These articles discuss how to set up federated authentication against Azure AD or Okta, but what I don’t think these articles do a good enough job of explaining is that as part of these steps, you have to whitelist a whole bunch of public IP addresses to enable Azure AD or Okta to communicate with Snowflake.
The temptation is to simply add these public IP ranges required for federated authentication to your newly created account network policy. Don’t! Instead, create a new network policy and assign this to the security integration you create as part of enabling federated authentication. Now what you’ve done is ensure incoming data requests use your existing network ranges and authentication requests use a different policy for their fulfillment:
Multiple Snowflake Accounts or Data Sharing
We said in the previous section that a Snowflake account can only have one network policy active at a given time, BUT we can have multiple Snowflake accounts in our organization care of a feature new to Snowflake called Organizations.
The Organizations function is useful in larger corporate or international companies where everyone wants to leverage the power of Snowflake, and maybe we want to ringfence departments, countries or other operating divisions’ data from each other. In this scenario, we can create separate Snowflake accounts, each with its own network policy. Real-world examples of this might include:
- An international organization has three distinct theatres of operation: Americas, Europe and Asia Pacific. Each theatre needs its own data warehouse, and no theatre should be able to see the others’ data. In this scenario, each theatre might have its own Snowflake instance with a separate network policy associated, allowing only its own teams to have access.
- A company wants to share information with another. The external company doesn’t presently have Snowflake, so a Snowflake reader account is established, and separate network policies are applied to each account to ringfence access.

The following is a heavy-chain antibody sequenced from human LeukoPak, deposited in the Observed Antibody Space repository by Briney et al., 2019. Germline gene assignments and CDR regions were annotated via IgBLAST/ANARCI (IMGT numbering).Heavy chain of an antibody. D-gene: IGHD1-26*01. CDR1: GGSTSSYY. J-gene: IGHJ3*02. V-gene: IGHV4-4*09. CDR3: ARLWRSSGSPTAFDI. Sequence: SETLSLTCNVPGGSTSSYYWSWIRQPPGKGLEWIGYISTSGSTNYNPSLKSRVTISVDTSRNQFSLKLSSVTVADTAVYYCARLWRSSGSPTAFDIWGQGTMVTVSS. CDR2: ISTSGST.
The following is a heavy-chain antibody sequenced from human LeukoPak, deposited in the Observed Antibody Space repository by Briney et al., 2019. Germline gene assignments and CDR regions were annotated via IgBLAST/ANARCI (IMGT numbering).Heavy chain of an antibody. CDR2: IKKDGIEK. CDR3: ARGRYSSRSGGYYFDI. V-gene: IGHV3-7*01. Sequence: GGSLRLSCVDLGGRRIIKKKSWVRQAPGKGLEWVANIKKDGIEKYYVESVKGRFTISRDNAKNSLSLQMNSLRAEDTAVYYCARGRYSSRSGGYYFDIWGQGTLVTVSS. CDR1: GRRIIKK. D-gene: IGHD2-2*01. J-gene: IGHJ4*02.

Personal & User-Specific Network Policies
Lastly, we come to the finite control that a network policy can have and that is often overlooked. An individual user, or specific users, can be associated with their own network policy. If a user is associated to both an account-level and a user-level network policy, the user-level policy takes precedence.
Where might this be useful? Well, our analytics platforms quite often use service accounts to connect and refresh extracts, and these platforms are increasingly also cloud-based. As an example, Tableau Online is a completely hosted and managed cloud analytics platform that could orchestrate to refresh an extract using a service account. In that instance, we might assign a distinct network policy to the service account, so traffic can only originate from Tableau Online.
The same might be true if you are supporting a remote workforce, and maybe you need to assign their fixed IP addresses from their personal internet service providers to their user accounts. Instead of cluttering our account-level network policy with IP addresses specific to an individual, we have now ringfenced the individual to using either their corporate or personal internet access:
And there you have it: Snowflake’s first and best line of defense explained! You can also find more information in the other posts in our Zero to Snowflake blog series. If you have specific questions or are looking for further support, please do reach out to our team!